6.033 Handout 7: Assignment 3

February 20 through February 26

For Recitation, Thursday, February 20

To prepare for this section, read Chapter 15 through Section 15.5 from Tanenbaum's Modern Operating Systems. This chapter describes the Mach operating system better than any of the papers that have been written by the authors of Mach. Mach is one of the many microkernel systems built over the last decades; Mach is one of the few that had a considerable impact on industry, though. Mach forms the foundation of, for example, the NeXT operating system. Apple announced recently that it will use NeXT for its next operating system.

Don't be confused if this chapter uses slightly different language than we have in lecture; this is one of the unpleasant features of studying computer systems. Since this field is moving fast, there is not a standard set of definitions. For example, the words "thread", "process", and "task" are totally overloaded (in the 6.035 sense). Sometimes a thread is the same thing as a task, but other times a task is the same thing as a process; it is a mess. You have to figure it out from the context. Ambiguity is an unfortunate but inescapable property of computer systems.

For Lecture, Monday, February 24

This is the last lecture on infrastructure and deals with abstractions and primitives for concurrency control, which is a complicated and important topic. Many of the hard-to-find bugs in programs are concurrency bugs, since often they are hard to reproduce. Jim Gray calls these bugs Heisenbugs, in contrast to Bohrbugs, which have a deterministic behavior. To prepare for lecture, read Tanenbaum sections 2.2 (interprocess communication), 2.3 (classical IPC problems), and 12.1 (threads).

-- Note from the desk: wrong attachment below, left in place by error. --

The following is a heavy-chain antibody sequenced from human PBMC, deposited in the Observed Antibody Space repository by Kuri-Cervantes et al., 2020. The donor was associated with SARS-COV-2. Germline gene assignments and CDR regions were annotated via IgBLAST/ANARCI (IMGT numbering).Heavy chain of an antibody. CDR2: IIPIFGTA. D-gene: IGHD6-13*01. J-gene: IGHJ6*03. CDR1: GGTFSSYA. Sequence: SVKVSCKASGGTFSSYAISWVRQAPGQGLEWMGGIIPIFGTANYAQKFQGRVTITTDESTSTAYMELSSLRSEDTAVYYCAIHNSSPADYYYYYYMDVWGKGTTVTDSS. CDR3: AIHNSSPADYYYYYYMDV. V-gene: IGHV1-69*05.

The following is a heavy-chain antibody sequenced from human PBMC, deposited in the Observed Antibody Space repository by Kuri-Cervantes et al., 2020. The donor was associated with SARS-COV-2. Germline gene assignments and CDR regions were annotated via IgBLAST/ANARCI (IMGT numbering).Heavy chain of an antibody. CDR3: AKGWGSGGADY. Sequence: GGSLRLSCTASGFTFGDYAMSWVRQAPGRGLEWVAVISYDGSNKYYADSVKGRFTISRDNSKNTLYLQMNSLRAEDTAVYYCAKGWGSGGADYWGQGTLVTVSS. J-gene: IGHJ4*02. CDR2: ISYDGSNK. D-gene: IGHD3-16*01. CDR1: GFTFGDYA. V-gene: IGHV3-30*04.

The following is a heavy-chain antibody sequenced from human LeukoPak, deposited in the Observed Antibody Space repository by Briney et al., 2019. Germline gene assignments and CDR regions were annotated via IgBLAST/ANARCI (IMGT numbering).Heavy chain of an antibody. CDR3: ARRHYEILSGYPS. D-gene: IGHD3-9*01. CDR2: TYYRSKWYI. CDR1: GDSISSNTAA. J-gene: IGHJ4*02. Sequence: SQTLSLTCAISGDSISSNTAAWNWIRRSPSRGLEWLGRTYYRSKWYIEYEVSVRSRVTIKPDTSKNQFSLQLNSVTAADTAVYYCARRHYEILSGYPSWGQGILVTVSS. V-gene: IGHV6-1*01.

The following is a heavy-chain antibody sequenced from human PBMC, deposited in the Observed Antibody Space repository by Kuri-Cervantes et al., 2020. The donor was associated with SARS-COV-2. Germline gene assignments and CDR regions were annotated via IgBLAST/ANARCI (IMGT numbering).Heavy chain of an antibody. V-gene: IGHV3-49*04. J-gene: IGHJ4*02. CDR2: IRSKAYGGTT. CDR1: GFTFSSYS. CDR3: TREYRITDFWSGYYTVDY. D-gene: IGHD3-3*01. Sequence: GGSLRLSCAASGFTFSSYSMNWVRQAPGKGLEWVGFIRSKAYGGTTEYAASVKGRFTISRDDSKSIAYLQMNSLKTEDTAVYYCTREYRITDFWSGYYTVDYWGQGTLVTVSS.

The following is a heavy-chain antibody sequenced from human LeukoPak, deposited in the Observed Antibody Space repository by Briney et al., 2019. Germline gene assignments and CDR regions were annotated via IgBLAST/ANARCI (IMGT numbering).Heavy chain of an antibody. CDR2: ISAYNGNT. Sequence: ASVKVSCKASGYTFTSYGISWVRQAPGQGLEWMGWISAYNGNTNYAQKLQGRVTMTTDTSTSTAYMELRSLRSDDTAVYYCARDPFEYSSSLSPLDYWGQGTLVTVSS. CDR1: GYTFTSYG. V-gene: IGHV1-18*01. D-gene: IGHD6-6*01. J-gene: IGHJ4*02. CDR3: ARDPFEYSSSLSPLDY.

For Recitation, Tuesday, February 25

The last reading on the topic of computer system organization is #10 (Andrew D. Birrell, "An introduction to programming with threads"). For class, read pages 1 through 12; if you get interested in threads the material in pages 13-22 is also of considerable interest, and if you get really interested in threads, go ahead and read the whole paper. Don't be confused by the particular programming language that is being used in this paper; focus on the semantics of the thread primitives.

The question for your one-pager is:

One issue not addressed in Birrell's paper is what happens if something goes wrong with a thread that has locked a piece of data. For instance, Solaris 2.4 has a bug that causes sendmail applications to occasionally crash with messages left in a `locked' state such that other sendmail applications will refuse to deliver those messages (as reported in Friday's Tech: ``Bugs, E-mail Bombs Hinder Mail Servers'').

With threads in the same address space, this wouldn't happen since if one thread crashed, the entire address space would crash with it. But suppose we wanted to be able to recover from the situation where two threads within the same address space are deadlocked (as in the example on page 10 of Birrell's thread paper). What additional information (if any) would Birrell's thread scheduler need to keep to detect this sort of deadlock, and what would it need to be able to do to kill and restart the deadlocked threads without causing any data invariants to be broken?

Note that in 6.033 we defined threads and address spaces but not processes. One way to think about processes in the Solaris sense is that it is an address space with multiple threads.

For Lecture, Wednesday, February 26

This lecture is the first lecture of four covering networking. In preparation read Tanenbaum section 10.1 (layered protocols) and reading #11 (part I of Halstead's 6.033 networking notes).


System aphorism of the week
A complex system that works is invariably found to have evolved from a simple system that works. (J. Gall, Systemantics)

6.033 Handout 7, issued 2/18/96